Teaching Magic - In Defence Of Brawl
I think that by now just about every Magic player on our plane has heard of Brawl, the love child of Commander and Standard, so I won’t bore you with a lengthy explanation of all of the details as they can all be found here. What I hope to achieve in writing this essay is to encourage more of you excellent people to try out this fun format.
Before we get into the meat of my argument, I want to make it clear that Brawl is fun. I have had a great time playing it both one on one and in multiplayer games. The games have all involved a lot of interaction, and many have had some great comebacks and exciting plays. As a fan of politics, longer games and an increased level of interaction I prefer Brawl as a multiplayer format, but it definitely works as a one-on-one format too. That said, some people that I’ve spoken to have some concerns about the format, over the next few paragraphs I am aiming to address some of those concerns.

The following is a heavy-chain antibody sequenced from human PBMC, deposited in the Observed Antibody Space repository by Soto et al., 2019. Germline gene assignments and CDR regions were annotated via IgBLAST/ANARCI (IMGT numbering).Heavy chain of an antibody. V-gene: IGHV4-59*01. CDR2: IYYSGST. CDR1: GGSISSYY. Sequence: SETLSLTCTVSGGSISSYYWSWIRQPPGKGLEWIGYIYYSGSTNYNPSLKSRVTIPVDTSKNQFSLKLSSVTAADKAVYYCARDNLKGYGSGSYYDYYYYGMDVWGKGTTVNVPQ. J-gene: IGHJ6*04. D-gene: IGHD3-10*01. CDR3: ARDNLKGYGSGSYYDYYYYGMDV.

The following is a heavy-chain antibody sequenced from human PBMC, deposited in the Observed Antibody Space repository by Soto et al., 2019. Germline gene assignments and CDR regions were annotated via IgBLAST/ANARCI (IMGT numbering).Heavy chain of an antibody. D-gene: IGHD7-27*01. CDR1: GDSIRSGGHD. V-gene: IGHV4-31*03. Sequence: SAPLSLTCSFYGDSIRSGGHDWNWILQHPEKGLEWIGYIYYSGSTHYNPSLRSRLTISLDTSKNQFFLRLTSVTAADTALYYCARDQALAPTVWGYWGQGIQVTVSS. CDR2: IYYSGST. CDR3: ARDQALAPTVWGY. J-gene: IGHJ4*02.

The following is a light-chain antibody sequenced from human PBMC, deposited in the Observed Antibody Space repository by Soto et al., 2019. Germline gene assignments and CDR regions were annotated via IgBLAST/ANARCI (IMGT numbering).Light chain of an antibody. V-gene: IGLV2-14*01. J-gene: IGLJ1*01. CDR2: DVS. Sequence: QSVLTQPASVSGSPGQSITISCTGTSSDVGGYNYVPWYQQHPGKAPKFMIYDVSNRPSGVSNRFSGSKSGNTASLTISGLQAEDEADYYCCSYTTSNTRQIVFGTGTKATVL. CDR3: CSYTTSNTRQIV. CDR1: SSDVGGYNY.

It is a rotating format
Yes, your Brawl deck will eventually rotate out of Standard, but that doesn't have to be a bad thing. First off all if you enjoyed playing the deck, you can turn it into a Commander deck and keep playing it. Secondly if only part of your deck is rotating out, but the majority of your deck is staying in Standard it gives you an opportunity to change up your deck, potentially taking it in a new direction. Having a rotation also means you get to brew up new decks more often, which can be a lot of fun. If you are less of a fan of brewing, you could always net-deck as there are plenty of people posting lists for all sorts of budgets. Alternatively, you could pick a strategy and tune up your deck at each rotation (I think it is reasonable to assume WotC will continue to provide us with ‘Brawler’ options in each of the ten color pairs going forward if they want to support Brawl). Rotation also means that no deck can stay oppressive forever. Whenever you sit down across from a Brago, Narset, Prossh or Meren deck, you know that it is going to be an uphill battle every time. In Commander powerful decks stay powerful, the only time that changes is when even more powerful cards are printed. I for one am bored of seeing the same decks show up at every Commander night. That cannot become a problem in Brawl; even the most annoying brawlers will rotate out. One aspect of rotation that I haven’t covered yet is the cost, let’s get into that now.
It costs too much